American 767 From United States of America, joined May 1999, 4527 posts, RR: 12 Posted (13 years 8 months 3 weeks 5 days 2 hours ago) and read 3631 times:
I'm writing this topic because I think Airbus Industries should start thinking of a future replacement of it's A32X. The first A320 entered service 14 years ago already. South African Airways just placed an order with Airbus consisting of A340-600's and A319/320's to be delivered within the next 8 years or so. Then I thaught, hey...how much longer will Airbus continue to build the A320? SAA may take delivery of the last A320 to come out of the Toulouse factory, it's possible. Will that one still be in production after 2010? I don't know. I don't think you would know unless you work for Airbus or an ailrine operating a large number of A320's. However, I do think it will be out of production before 2020.
The A320 is still young, but it will be an old plane next decade. Before the end of this decade, the airlines will be looking for new aircraft to gradually replace the A32X's. It was already in the early 1980's that Airbus thaught of the A320. Maybe Airbus will announce an A350, who knows?
Flying-Tiger From Germany, joined Aug 1999, 4190 posts, RR: 34
Reply 1, posted (13 years 8 months 3 weeks 5 days 2 hours ago) and read 3595 times:
Ben, prepare for a launch of the A32XNG around 2006/7. They will incorporate FBL (Fly-By-Light), a new cockpit layout similar to the A340-500/600s plus modifications of the wings and some other upgrades. Maybe new engines, potentially the PW 8000 series, an updated V2500 and the updated CFM56 (with the TECH56 upgardes).
Delta-flyer From United States of America, joined Jul 2001, 2676 posts, RR: 6
Reply 2, posted (13 years 8 months 3 weeks 5 days 2 hours ago) and read 3567 times:
I agree -- the basic A320 is an excellent airframe and I see the future 100-200 seater building on this frame with new technologies, such as engine, avionics, flight controls, etc.
In addition to FBL, I expect increased use of electric and electro-hydrostatic actuators (EHA's) and integrated actuator packages (IAP's) replacing current servo-actuators for primary flight controls. These technologies would migrate down from the A380, so they may arrive toward the tail end of your 10-year horizon.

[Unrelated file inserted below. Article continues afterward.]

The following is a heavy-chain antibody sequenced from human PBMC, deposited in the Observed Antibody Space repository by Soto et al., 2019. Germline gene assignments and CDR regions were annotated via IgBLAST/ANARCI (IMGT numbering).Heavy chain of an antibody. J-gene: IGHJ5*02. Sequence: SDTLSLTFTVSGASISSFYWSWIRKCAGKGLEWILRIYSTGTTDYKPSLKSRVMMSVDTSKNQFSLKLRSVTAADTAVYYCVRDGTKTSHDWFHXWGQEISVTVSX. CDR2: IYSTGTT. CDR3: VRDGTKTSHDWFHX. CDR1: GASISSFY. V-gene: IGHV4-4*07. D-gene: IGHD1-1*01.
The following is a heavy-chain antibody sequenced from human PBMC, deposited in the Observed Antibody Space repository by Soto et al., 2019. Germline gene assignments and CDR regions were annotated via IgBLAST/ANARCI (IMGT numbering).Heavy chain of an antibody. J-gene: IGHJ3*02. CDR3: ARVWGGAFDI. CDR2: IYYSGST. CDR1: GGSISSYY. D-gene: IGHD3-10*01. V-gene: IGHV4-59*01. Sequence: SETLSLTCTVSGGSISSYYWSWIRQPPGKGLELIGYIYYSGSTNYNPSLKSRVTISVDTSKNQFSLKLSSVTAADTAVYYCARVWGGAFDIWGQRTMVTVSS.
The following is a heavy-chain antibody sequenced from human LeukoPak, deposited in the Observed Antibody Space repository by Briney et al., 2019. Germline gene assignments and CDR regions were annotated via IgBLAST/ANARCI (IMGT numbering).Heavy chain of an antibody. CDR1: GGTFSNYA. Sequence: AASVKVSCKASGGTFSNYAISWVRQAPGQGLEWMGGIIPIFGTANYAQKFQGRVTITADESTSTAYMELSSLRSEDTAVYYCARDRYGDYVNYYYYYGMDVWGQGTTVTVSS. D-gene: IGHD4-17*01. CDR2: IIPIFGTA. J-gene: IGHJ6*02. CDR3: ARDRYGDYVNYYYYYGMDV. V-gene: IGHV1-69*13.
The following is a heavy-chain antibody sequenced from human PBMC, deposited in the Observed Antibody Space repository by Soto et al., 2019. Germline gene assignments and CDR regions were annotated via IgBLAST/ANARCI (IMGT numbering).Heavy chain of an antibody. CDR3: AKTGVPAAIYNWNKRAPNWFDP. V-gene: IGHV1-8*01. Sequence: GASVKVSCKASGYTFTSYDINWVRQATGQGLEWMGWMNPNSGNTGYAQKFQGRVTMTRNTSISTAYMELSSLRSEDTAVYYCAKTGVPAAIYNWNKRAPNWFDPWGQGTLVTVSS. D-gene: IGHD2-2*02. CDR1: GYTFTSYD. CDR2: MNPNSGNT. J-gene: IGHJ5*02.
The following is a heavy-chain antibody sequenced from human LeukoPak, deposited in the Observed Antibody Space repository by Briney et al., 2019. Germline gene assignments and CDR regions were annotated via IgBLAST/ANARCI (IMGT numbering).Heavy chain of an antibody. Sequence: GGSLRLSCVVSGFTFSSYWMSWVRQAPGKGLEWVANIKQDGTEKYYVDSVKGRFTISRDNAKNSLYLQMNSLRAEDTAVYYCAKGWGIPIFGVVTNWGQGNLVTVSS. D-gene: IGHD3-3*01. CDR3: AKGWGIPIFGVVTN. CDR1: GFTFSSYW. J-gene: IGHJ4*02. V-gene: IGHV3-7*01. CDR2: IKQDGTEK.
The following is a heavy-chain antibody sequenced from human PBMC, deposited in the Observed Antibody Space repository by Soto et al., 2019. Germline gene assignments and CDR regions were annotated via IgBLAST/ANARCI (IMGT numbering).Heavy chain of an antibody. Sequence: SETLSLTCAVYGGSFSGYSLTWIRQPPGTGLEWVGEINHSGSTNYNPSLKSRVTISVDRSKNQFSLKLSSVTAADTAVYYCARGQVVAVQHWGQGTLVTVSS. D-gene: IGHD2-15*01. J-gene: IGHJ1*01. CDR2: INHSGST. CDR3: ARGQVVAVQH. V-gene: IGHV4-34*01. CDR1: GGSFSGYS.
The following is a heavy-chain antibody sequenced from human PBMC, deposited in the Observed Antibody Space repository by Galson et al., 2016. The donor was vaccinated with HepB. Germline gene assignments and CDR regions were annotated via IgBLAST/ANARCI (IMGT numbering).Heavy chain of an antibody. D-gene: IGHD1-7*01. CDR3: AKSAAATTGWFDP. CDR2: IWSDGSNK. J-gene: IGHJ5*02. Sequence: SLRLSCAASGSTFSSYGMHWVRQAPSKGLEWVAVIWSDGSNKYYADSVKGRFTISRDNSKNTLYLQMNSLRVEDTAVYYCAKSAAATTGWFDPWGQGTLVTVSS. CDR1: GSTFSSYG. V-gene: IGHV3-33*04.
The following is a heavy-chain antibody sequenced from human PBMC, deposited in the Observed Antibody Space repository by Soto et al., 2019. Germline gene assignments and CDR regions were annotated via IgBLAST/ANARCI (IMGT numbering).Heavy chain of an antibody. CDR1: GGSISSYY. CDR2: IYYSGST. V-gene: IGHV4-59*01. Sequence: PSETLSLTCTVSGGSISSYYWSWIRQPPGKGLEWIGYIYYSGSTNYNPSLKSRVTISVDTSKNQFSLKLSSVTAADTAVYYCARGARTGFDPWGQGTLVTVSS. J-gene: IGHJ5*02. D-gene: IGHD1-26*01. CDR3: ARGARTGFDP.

Arsenal@LHR From United Kingdom, joined Mar 2001, 7792 posts, RR: 18
Reply 3, posted (13 years 8 months 3 weeks 5 days 2 hours ago) and read 3548 times:
The 737 has been around for over 30 years, and will be around for many years to come, so i see no reason why the A320 family should disappear in the next 10 years. Having said that, i expect Airbus to come up with some sort of upgrade to the A320 family, maybe with new engines, upgraded avionics, and better fuel conmsumption rates.
Ikarus From United Kingdom, joined Jan 2001, 3524 posts, RR: 2
Reply 4, posted (13 years 8 months 3 weeks 5 days 1 hour ago) and read 3527 times:
What will replace the A320? The 737ENG - even newer generation
Seriously, I don't really expect ANY manufacturer to bring out completely new replacement designs. Upgrades, possibly. New designs? Only if Embraer or Dornier should be foolish enough to try and enter that market...
Neither Boeing nor Airbus seem likely to waste money on replacing something that works perfectly fine, and is still efficient by any standards.
Jwenting From Netherlands, joined Apr 2001, 10213 posts, RR: 17
Reply 5, posted (13 years 8 months 3 weeks 5 days 1 hour ago) and read 3521 times:
Evolution instead of revolution is indeed the name of the game.
And both Embraer and Dornier seem to be headed into the 737/A320 market. The Do928 and ERJ-170 look a lot like a 737-600 or A318 and are not a lot smaller.
As Boeing and Airbus are probing towards the regionals with their ever smaller types, the manufacturers of RJs are probing upwards with their larger types.
In the end, it is the airlines that are better off with a larger choice of aircraft leading to lower purchase prices (and thus either higher profits or lower ticket prices). Someone might go under in this battle of course, if they gamble on the wrong horse in their aircraft program.
JU101 From Canada, joined Mar 2001, 832 posts, RR: 3
Reply 6, posted (13 years 8 months 3 weeks 4 days 20 hours ago) and read 3433 times:
I see no reason for scrapping the A320 or B737 faimly of aircraft. Their current development is clearly based on priliminary models of these respective aircraft producers. Aeronautical engineers have substancially improved the effects of aircraft inefficiency, such as wing design and drag. The only real-time possibility of improvement would rely on producing these planes using new mixtures of metals/elements that would be proven safe, but yet less expensive.
The B707 and DC8 were short lived since drastic improvements to technology took place, at that time. Do you people think that newer generation aircraft will be longer lasting than aircraft produced in earlier decades? Other than metal fatigue, are there other major reasons why an aircraft should be taken out of commercial service?
RayChuang From United States of America, joined Jun 2000, 8247 posts, RR: 4
Reply 7, posted (13 years 8 months 3 weeks 3 days 21 hours ago) and read 3356 times:
I think the 707 and DC-8 were not that long-lived because advances in engine technology made it possible to have planes that could seat as many as those found on the older jets but do it with only two engines.
Indeed, the success of the 757-200 was based on the fact it ended up being a true 707/DC-8 replacement even on transatlantic flights.